Texas Comptroller of Public Accounts

Texas Comptroller of Public Accounts, Glenn Hegar

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Comptroller Susan Combs Announces Final Report in the Texas, It’s Your Money Series

We are a critical point in our nation’s history with unprecedented debt, annual deficits of over a trillion, and uncertainty about our economic future and of course business confidence reflects those concerns.

The number $16 trillion is known across the globe and American’s problems are global concerns.

As chief financial officer for Texas, we look at indicators to gauge the fiscal health of the Texas economy. And it’s clear that when people are worried they retrench, the economy slows, jobs slow and the future of our children is not as bright. The national picture is not rosy and we need to be able to control some of our financial destiny here at home.

Rising Medicaid and other entitlement programs do pose a potential to crowd out other Texas priorities such as public education, higher education, water, roads, local health and so on.

We had 40 town halls all across the state to discuss the looming problems to be caused by Medicaid, federal spending and regulation which might in fact hurt those things that we want as Texans. So in these town halls we asked the following question. Do you want more financial information from your state and local governments? And the answer was a resounding yes.

So what does that mean? It means that we as individuals want more control over our financial destiny just as we do in our own lives and businesses. We want more transparency, more information regarding government finances so that we know how our wallets are being affected because right now it’s not easy to get that information.

For example, we don’t take on debt for cars or homes or businesses without reviewing our entire financial landscape, what we owe, can we afford it, how many years do we have to pay it off, and what kind of a debt increase is it?

So in response to requests from you Texans, we have now issued four reports. And you made it clear that you wanted more information as part of this Texas its Your Money series. We’ve listened so here they are. And they can all be found on the web at www.texasitsyourmoney.org.

One point to be made is that there is a common theme running through these reports which is it’s all about your money and how you as individuals can have some control. In many cases you don’t necessarily know how it’s being spent but you need to know because you are paying the freight.

What we want to do is to be sure that the individual Texan has more control over his or her financial destiny. The old phrase, knowledge is power; well it’s never been truer.

Each one of these reports is about an obligation that you will be on the hook for. Whether it’s through a tax, a debt, obligation by city or county, school district or through an underfunded pension plan for public employees that may not be able to meet its obligation so it in essence is also another form of public debt.

So the first report with the, upper left hand corner, is Your Money and the Taxing Facts, that came out in late August and most of us don’t even know who’s taxing us, who, when, where, how much. It’s pretty hard to find out. And this first report deals with literally the thousands of entities across each corner of the state.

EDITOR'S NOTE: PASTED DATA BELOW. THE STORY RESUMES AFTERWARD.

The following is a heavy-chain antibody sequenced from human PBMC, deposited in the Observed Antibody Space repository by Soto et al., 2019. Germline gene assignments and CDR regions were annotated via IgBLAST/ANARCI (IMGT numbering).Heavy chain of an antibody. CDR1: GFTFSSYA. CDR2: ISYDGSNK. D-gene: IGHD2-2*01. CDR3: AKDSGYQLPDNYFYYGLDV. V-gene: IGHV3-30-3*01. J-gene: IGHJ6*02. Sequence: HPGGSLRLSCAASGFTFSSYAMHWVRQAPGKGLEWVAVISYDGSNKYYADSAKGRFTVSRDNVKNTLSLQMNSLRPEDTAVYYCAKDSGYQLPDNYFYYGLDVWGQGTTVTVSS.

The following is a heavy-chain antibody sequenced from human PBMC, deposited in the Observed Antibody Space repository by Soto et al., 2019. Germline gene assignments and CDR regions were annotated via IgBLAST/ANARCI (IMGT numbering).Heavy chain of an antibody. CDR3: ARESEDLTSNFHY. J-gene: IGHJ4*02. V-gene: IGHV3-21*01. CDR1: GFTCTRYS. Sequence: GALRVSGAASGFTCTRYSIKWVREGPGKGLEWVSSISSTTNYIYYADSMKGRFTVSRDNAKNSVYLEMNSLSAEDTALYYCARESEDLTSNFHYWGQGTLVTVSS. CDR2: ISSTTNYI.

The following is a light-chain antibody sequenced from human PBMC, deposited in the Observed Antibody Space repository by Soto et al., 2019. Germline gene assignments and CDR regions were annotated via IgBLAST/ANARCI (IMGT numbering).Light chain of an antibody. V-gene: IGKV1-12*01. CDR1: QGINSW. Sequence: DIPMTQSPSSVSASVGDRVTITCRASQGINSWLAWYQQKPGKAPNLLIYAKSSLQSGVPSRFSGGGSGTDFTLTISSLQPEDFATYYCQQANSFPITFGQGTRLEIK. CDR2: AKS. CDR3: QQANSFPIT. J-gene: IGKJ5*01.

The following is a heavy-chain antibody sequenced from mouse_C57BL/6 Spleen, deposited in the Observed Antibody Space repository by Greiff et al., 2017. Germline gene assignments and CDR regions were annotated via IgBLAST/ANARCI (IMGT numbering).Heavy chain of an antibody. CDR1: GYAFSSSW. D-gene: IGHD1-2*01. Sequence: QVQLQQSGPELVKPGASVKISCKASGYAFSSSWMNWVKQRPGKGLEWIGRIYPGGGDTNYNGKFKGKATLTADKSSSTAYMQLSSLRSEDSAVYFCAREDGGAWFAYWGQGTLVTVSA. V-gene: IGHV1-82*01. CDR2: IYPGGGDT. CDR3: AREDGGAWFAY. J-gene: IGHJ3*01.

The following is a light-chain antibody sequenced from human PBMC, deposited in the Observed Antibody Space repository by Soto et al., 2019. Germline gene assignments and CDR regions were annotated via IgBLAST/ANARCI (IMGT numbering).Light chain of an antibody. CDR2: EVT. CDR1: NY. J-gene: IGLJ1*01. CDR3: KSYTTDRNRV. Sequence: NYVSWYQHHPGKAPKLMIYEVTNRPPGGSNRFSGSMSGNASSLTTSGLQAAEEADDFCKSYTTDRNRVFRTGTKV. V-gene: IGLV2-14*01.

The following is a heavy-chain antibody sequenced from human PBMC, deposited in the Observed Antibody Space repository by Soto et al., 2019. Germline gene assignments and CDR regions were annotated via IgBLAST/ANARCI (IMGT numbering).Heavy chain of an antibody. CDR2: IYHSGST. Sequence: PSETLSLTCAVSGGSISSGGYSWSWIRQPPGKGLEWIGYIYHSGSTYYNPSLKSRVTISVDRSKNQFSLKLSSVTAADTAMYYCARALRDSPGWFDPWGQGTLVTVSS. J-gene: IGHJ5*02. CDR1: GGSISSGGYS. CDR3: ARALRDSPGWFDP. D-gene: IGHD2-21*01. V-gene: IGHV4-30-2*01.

The next report with the little girl was called Your Money and Local Debt. That came out in September. And that was all about local debt by cities, counties and other non-education entities and discusses the debt that you vote on but also the debt that you probably not even aware of-yet must pay. And in fact that debt has been steadily increasing over the past decade.

So while state debt is at about $40 billion, local debts are more than four times higher at $192 billion.

Then in October with the pencil we issued a report called Your Money and Education Debt about the rise in debt taken on by public education, community colleges, four year institutions compared to population and inflation growth.

Schools and colleges usually use bond debt primarily to fund facility construction and renovation and there are as we found wide variations in those costs.

And the latest report which is with the balloon which we are releasing today, Your Money and Pension Obligations asks you to keep a sharp eye on pension debt and what is kind of interesting on that, that report here deals with pension funds across the state that pay for the retirement of public employees and those are teachers, and those are firefighters and they’re police, state folks, city, county employees etc.

Now we have of course all heard about cities in California going bankrupt because of their pension obligations for public employees which couldn’t be paid and they had to cut services sometimes libraries etc.

Detroit is in the news as well for some of their issues. The state of Rhode Island dramatically changed its pensions so that taxpayers wouldn’t be on the hook for more unfunded benefits.

There are some warning signs in Texas, especially when it comes to certain large, local pension programs such as the city of Houston’s which has been a great deal in the press recently.